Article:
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NCJ Number: 75678 Add to Shopping cart Find in a Library
Title: Law Enforcement on Indian Reservations After Oliphant v Suquamish Indian Tribe - An Identification of the Problems and Recommendations for Remedies
Author(s): A T Skibine; M B Oliviero
Corporate Author: Institute for the Development of Indian Law, Inc
United States of America
Date Published: 1980
Page Count: 218
Sponsoring Agency: Institute for the Development of Indian Law, Inc
Washington, DC 20005
National Institute of Justice (NIJ)
Washington, DC 20531
US Dept of Justice NIJ Pub
Washington, DC 20531
Grant Number: 78-NI-AX-0121
Format: Document
Language: English
Country: United States of America
Annotation: This report examines the problems created by the 1978 Supreme Court decision in Oliphant v. Suquamish Indian Tribe which ruled that Indian tribes cannot exercise criminal jurisdiction over non-Indians for crimes committed on the reservation.
Abstract: To assess the jurisdictional void on Indian reservations following the Supreme Court decision, this project first reviewed Indian treaties, legislative policies in the 19th and 20th centuries, and executive branch opinions on non-Indian jurisdiction. Case law was examined to determine the validity of the Court's assumption that tribal criminal justice over non-Indians was inconsistent with their tribal status. The study concluded that the denial of tribal jurisdiction over non-Indians is a political question that should be resolved by Congress, not the courts. Information on the law enforcement difficulties encountered by tribes since 1978 was collected through visits to 12 reservations and questionnaires sent to over 200 active tribal governments. Analysis of this data indicated that the Oliphant decision has created serious gaps in law enforcement on reservations with non-Indian populations. Because most reservations have ceased all criminal enforcement against non-Indians and no other agency has assumed responsibility for these crimes, unregulated non-Indian crime has increased, particularly traffic offenses. The tribal justice systems have become confused, and tribal police morale is low. Economic problems have resulted from the loss of fines and Federal subsidies for tribal police. Short-term remedies adopted by tribes include cross-deputization of tribal police as county or State officers, recodification of certain criminal offenses as civil offenses, and treaty provisions which exclude non-Indians from the reservation. The report proposes that the Secretary of the Interior recognize tribal jurisdiction over non-Indian crimes committed on the reservation on the basis of individual tribe petition. Legislation could allow non-Indians to appeal a tribal court decision to Federal magistrates, Federal district court, or an Indian circuit court. Agreements with county and State authorities could provide temporary relief to jurisdictional problems. The appendixes contain the project's quarterly reports to LEAA and the survey questionnaire. Footnotes are provided.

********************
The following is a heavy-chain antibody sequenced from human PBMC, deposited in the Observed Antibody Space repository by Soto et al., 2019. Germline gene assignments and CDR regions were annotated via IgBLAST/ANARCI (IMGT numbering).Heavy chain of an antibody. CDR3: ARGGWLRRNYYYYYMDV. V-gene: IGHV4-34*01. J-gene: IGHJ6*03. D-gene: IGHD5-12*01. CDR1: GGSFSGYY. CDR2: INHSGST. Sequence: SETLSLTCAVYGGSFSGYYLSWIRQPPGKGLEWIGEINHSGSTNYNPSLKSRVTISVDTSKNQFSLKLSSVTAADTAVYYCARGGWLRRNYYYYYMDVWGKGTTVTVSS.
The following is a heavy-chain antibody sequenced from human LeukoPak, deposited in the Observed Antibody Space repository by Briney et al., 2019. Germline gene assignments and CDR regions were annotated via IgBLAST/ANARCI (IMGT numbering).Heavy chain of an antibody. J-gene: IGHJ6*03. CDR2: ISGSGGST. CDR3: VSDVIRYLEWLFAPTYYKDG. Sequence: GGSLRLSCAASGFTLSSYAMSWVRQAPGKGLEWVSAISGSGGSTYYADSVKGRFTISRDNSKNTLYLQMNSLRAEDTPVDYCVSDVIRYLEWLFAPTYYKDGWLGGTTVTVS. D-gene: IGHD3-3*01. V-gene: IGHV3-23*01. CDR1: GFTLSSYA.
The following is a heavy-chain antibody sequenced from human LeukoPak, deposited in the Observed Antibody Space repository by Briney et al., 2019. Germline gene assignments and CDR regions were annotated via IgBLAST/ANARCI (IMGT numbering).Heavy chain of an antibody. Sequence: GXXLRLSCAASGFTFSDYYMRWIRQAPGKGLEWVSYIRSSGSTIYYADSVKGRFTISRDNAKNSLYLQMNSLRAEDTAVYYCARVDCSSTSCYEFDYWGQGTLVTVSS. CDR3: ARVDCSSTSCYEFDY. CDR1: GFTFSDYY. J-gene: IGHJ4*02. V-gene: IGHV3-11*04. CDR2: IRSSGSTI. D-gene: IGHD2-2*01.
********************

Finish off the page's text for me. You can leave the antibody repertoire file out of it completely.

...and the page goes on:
Index Term(s): Judicial decisions; Jurisdiction; Reservation crimes; Reservation law enforcement; Tribal court system; US Supreme Court
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